The international community has been scrambling to avert a potential fourth war between India and Pakistan as fears of a nuclear confrontation have escalated. Some 1 million Indian and Pakistani soldiers have been posted along both sides of the 1,800-mile border since December.
Shelling by Indian and Pakistani soldiers continued Wednesday, but the exchanges were less intense. Recent shelling has killed dozens of civilians on both sides of the border.
Pakistan reported two civilians were killed and five were wounded overnight in the town of Chikothi, and seven more were hurt Wednesday. ``The situation is very explosive and dangerous,'' said local military commander Isthkhar Ali Khan.
Police on the Indian side said they had killed six suspected Islamic militants in a raid on their hide-out.
In Lahore, Pakistan's second-largest city located near the Indian border, authorities held a limited civil defense drill Wednesday, with the sounding of air raid sirens.
Late Tuesday in Jammu, the winter capital of India's portion of Kashmir, Indian authorities prepared the nearly 1 million residents for a possible outbreak of hostilities by staging a war drill, the first during the recent tensions. Sirens wailed and Jammu was plunged into darkness. Residents stayed indoors and helicopters flew low over the city.
Amitabh Mattoo, a member of India's National Security Advisory Board and a professor at Jawaharlal Nehru University in New Delhi, called Vajpayee's surprise announcement significant.
``It's a great step forward in terms of India showing its flexibility to ensure that there is an objective verification of the situation on the ground,'' Mattoo said.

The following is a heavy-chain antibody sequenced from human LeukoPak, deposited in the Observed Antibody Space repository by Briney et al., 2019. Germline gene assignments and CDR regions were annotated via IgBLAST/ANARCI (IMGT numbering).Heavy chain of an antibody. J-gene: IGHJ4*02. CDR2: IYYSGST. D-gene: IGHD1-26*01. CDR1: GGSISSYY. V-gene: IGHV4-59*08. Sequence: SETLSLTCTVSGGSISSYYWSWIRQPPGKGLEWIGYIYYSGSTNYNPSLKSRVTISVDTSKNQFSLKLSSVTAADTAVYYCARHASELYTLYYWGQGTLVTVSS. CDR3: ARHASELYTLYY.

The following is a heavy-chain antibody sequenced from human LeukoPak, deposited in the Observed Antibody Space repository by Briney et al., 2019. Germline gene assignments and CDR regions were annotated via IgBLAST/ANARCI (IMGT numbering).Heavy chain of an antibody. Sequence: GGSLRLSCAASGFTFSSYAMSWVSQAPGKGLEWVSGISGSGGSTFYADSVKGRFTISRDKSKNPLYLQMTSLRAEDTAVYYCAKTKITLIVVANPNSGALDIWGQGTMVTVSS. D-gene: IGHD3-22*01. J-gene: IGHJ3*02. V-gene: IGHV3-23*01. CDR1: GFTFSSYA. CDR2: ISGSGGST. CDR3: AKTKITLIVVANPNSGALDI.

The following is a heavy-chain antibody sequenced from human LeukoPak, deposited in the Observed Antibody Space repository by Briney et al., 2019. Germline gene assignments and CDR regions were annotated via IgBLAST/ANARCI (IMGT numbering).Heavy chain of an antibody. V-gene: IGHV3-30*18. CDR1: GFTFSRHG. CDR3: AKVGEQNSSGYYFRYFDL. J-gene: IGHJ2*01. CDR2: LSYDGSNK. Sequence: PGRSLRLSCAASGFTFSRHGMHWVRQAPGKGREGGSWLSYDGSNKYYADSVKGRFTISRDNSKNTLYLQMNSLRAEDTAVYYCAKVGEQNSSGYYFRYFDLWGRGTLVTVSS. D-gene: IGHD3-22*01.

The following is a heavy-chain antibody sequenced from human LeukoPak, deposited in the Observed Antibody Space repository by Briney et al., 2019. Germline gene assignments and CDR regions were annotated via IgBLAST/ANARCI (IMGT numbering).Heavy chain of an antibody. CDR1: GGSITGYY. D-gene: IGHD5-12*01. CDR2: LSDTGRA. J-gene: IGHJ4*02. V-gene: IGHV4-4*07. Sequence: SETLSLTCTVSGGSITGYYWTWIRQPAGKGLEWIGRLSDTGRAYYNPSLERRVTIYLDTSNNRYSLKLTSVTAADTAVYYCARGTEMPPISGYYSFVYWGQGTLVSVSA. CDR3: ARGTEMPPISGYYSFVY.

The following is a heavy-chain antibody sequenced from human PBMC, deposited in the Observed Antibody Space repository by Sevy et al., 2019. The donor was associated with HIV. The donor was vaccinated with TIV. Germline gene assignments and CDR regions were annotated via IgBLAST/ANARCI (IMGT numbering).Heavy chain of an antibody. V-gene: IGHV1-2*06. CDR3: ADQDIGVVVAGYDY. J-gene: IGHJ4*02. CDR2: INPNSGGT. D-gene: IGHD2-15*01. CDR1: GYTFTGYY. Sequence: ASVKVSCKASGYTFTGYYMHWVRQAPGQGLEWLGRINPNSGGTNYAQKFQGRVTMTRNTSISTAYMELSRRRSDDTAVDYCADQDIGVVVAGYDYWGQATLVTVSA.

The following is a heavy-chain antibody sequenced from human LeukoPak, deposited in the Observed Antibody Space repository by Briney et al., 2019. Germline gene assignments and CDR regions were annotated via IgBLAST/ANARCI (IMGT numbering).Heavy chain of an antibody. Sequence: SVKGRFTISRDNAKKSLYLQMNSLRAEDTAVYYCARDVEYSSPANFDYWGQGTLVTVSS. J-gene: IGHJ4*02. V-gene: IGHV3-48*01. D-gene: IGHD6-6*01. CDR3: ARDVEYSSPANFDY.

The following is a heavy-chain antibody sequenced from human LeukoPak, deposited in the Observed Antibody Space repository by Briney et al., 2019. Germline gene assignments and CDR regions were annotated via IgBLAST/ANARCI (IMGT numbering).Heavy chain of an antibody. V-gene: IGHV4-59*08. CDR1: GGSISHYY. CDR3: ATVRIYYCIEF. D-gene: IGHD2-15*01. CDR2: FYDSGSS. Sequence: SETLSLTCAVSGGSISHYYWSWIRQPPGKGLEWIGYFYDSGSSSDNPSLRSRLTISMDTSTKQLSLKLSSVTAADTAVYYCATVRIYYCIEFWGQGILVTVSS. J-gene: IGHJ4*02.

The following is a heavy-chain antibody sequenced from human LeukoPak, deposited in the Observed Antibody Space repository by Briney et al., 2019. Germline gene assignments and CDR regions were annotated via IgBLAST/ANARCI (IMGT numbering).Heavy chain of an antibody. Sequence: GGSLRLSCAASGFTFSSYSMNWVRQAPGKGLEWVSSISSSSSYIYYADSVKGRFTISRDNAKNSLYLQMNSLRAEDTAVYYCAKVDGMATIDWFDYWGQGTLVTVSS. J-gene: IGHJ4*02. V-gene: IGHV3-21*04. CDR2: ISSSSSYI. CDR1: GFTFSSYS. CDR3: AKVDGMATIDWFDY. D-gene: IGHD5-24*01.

But Dr. Parvez Hoodhbhoy, a Pakistani anti-nuclear activist, doubted Pakistan would agree to joint monitoring unless India softened its stance on Kashmir.
He said even if Vajpayee did so, Musharraf would face opposition to the idea of joint monitoring from hard-liners in Pakistan who have already accused him of selling out to the United States by joining its coalition against terrorism.
Despite the Pakistani military leader's calls for dialogue, Vajpayee declined to talk to his counterpart during the summit in Kazakhstan. India has insisted that dialogue will only resume after cross-border terrorism has ended.
``Pakistan was not ready to stop cross-border terrorism. They are ready now _ at least they say they are,'' Vajpayee said.
``Once infiltration stops, terrorist camps are dismantled across the border and verification is done, we can consider other steps that will take us toward de-escalation,'' Vajpayee said.
Efforts by Russia, China and other nations failed to get Vajpayee and Musharraf to hold face-to-face talks Tuesday, but Russian President Vladimir Putin claimed to see progress toward such negotiations. He likened their impasse to the 1961 Cuban missile crisis.
Secretary of State Colin Powell said he had detected ``a little bit of improvement'' in the crisis, with somewhat less penetration by Muslim militants into the Indian-controlled part of Kashmir.
Indian Defense Minister George Fernandes, however, told Press Trust of Indian news agency that there was no evidence of any noticeable drop in infiltration.